William Monahan writes before the sun rises, goes about his day, and then writes some more. The 55-year-old screenwriter’s credits include Kingdom of Heaven, The Departed, Body of Lies, and recently The Gambler. In 2010, he not only wrote but also directed London Boulevard, and is doing so again with his latest film Mojave.
Creative Screenwriting spoke with him about his career, writer’s block, post-production process and writing for actors.
What led you into screenwriting?
I wanted to be a screenwriter from the minute I learned movies were written. I was watching a movie and it occurred to me, “Wait a minute, somebody wrote that!”
I had the good fortune to grow up in a house with a lot of books and I went hunting around until I found a screenplay, which happened to be Dylan Thomas’ The Doctor and the Devils. I read that, which is in itself complete as a literary work as well as a shooting document.
So even in the early days, I never thought that screenwriting was separate from literature.
I was a very prodigious reader and there’s almost nothing that didn’t affect me one way or another. I was a Robert Louis Stevenson freak when I was very young and I remember being irritated that there was no good film version of Treasure Island. Surely everyone was missing the point doing it with a piping lad and a fucked up cartoon pirate?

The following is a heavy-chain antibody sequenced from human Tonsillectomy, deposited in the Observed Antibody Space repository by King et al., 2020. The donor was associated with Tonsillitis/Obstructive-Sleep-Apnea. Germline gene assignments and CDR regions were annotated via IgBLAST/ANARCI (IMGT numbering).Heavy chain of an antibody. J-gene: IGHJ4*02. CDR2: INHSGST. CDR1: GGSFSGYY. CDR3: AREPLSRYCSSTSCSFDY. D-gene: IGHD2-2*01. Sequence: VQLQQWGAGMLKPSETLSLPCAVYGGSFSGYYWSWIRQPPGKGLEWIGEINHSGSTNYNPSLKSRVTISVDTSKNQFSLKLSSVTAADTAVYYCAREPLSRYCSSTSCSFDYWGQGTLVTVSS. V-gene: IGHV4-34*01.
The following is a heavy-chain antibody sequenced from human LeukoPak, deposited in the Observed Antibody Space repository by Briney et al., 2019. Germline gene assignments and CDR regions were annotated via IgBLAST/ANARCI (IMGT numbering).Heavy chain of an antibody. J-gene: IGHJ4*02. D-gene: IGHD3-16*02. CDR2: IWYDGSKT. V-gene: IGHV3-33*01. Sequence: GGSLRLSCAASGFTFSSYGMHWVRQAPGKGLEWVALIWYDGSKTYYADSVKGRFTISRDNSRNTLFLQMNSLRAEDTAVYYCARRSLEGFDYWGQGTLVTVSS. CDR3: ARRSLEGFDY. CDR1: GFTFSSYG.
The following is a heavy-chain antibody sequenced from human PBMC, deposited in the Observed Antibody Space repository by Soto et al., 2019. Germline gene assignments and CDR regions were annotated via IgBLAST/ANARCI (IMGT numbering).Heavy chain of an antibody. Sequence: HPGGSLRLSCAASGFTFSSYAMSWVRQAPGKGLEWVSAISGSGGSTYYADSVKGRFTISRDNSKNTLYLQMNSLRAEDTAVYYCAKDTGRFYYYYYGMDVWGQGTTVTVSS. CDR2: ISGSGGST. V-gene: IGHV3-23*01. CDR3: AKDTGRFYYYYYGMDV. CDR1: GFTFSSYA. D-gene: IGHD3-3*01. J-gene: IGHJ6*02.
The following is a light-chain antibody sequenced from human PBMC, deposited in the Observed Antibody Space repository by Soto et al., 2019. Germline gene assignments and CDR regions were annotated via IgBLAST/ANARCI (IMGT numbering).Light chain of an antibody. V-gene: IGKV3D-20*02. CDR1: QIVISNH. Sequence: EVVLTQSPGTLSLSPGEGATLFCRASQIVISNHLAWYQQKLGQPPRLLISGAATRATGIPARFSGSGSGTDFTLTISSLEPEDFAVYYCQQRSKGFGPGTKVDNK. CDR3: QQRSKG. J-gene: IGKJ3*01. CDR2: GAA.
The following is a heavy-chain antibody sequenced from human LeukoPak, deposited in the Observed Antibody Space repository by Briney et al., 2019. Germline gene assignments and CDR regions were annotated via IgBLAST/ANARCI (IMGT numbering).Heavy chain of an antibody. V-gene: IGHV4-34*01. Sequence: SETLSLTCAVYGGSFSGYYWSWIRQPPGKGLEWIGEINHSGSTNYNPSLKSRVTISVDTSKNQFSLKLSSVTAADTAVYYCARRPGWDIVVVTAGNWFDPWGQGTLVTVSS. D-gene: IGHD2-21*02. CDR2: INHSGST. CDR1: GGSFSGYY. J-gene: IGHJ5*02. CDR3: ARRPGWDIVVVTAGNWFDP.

You see something wrong and you start to wonder about doing it right, and also wonder what the hell’s wrong with people? That’s been the start of more than one career in more than one profession. I’m considering going into film finance now because I just can’t believe what they’re up to in that department.
I was very much into Hamlet, and always bring it up, but Romeo and Juliet was the music that got me first. I was into English playwrights, among whom I hold Oscar Wilde in the first rank, regardless of his Dublin birth. I liked Joe Orton very much. I still laugh so hard I’m nearly going to cry or expire when I look at what he and Halliwell did to library books. I adore Stoppard. I haven’t much time for Pinter. I think Shaw was a pedant and crank and not an entertainer and not all that bright and certainly not verbally adept.
I never had a screenwriter that I admired apart from Dylan Thomas and Robert Bolt, because apart from them there was not a screenwriter who was using the form to practice dramatic literature that could hold its own on the stage or in any circumstance outside the form. There are very few screenwriters who have ever been absolute singularities, and one of the reasons I came into film is that I wanted to defy the idea that one could not be singular, or that the form was not literary.
You run into conflict, I can tell you that, and you would not have wanted to be the man who advised me how television was done, but by and large I think I’m pretty happy to say that I slipped singular stuff past the goalie simply by doing my own thing as an artist, when intrigued, and never forgetting that scripts are literature, or a performance in themselves, and not just the basis for a performance.
Remember though, that if I mention a dramatist my exposure to them was in the context of exposure to every other kind of writing. There was no close study. Just regular awareness of the stuff that hit a standard of excellence, which would be astonishment, and stuff that didn’t.